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Hi, I'm a lower rated user on chess.com. I usually open with 1.e4. Besides ...e5 I see c5 the sicilian and e6 the french a LOT. I have tried the smith-morra but it dosen't work well for me. And I do not know the best lines against the french. Maybe after1.e4 e6 2. d4 d5 should I play nd2 ? because I hate the winawer or whatever. please help
looking at your recent games you lost, you lost because you blundered. Your blunders usually weren't even in the beginning of the game, but came in the endgame. This isn't a reason to switch openings, since you need to work on tactics and endgames. If you work on openings you'll likely run into the same problems.
The goal of the opening is to get a playable position, which you do. There's no point in learning to play openings more accurately when you can't use whatever little edge you may get.
If you want a really simple system play the exchange french e4 e6 d4 d5 exd5 exd5 and then develop normally. Against the sicilian you shouldn't have trouble finding decent development since you usually are the one with a pawn in the center.
Also play slow games, since you'll actually have time to think about your moves. You won't fall into opening traps as easily if you're that worried about it.
Yes I will use your advice. I can't think straight in the endgame when I play bullet or blitz. You are very helpful
Against, the Sicillian . . . I have no neat line. Typically the stronger player wins, because both sides should be familiar with it and there is TONS of theory on it. That's why I play d4.
On the other hand, I still get Frenches with 1.d4, so I do have a tricky line that I've never seen anyone else use. If you are a tactical player that likes gambits, this one is very sound--but if you are a positional player, you should probably just stick to some of the closed variations. Here is what I play (but I forgot the name of it).
This surprising line is NOT what Frenchies like to see, and if you want a tactical opening without running into the sicillian, try the Veresov. Seriously though, most books put it in the d4 section because that is the first move, but say that it really belongs in the e4 section because of the type of game that arises. Hope this helps! (and in a Veresov, you don't see endgames very much. Typically, one of you has lost in the middlegame or opening.)
Thank you very much. That variation seems very interesting. Where does the queen retreat usually after 8.Qd3 or does black develop with his knight?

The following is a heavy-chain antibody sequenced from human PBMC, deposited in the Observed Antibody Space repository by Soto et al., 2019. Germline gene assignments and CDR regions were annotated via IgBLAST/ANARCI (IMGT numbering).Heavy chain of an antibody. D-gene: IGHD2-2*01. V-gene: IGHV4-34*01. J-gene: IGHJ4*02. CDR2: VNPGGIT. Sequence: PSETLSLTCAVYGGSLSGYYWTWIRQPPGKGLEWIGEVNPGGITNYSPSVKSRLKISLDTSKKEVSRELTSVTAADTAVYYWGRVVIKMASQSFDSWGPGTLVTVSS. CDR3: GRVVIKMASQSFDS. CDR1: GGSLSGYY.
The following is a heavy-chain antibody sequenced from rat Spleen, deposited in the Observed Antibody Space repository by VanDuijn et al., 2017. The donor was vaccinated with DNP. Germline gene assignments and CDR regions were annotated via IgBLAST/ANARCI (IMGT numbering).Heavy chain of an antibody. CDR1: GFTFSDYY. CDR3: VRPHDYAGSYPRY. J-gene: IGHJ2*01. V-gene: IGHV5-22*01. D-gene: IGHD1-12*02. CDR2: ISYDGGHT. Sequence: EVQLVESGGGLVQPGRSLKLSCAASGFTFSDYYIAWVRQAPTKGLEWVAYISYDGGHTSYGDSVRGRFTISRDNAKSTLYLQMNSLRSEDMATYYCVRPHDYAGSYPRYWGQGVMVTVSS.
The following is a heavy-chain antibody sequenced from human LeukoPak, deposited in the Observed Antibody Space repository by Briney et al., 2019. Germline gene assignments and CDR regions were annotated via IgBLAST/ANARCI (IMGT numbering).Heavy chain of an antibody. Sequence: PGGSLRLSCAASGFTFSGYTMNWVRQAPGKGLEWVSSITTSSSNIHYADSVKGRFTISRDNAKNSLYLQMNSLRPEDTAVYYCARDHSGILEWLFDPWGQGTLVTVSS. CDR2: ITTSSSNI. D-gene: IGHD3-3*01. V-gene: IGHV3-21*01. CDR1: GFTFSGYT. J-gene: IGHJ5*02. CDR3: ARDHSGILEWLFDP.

This is called the Aljechin-Chatard...i usually play the Blackmar-Diemer-Gambit, but when my opponent forces me into the French, this is my favorite variation.
But 8.Qd3? is not the correct move...it blocks your white bishop and the queen usually goes to g4 or h5.
"...Because both sides should be familiar with it and there is TONS of theory on it. That's why I play d4..."
@Dark falcon- what is the blackmar-Diemer-Gambit? Thanks a lot
I humbly suggest the French Advance for French and The Alapin against the Sicilian.
1.d4 d5 2.e4
I got started with the veresov from Blackmar-Diemer. It's a very fun opening, which I still like better than the Veresov, but BDG will not work in higher level play. IM Justin Gardner started off with the BDG, it got him from 1200 to 1800 in a year, but he had to reasses his openings after that point.
Hope this helps! And about the Aljechin-Chatard, I've never actually played it. I just saw it a few days ago, and wanted to share my joy. I haven't gotten into a french game since I found the line . All I know comes from the book A Ferocious Opening Repertoire by Cyrus Lakdawala. He says, "The Alekhine-Chatard Gambit is for those thrill-seekers who don't want to grind their opponents and win by one tempo in 80 move. In case you are under the impression that this is an unsound gambit, it scores a hefty 59% for White according to my database. . . 8.Qd3! White played Nh3 and Qg4 in the old days. Qd3 is an improved version."
Hope this helps! By the way, if anyone knows a line like this against the caro-kann . . .
Ok, sorry...i never met 8.Qd3...whats the idea behind it? Maybe i will try the book youve mentioned...
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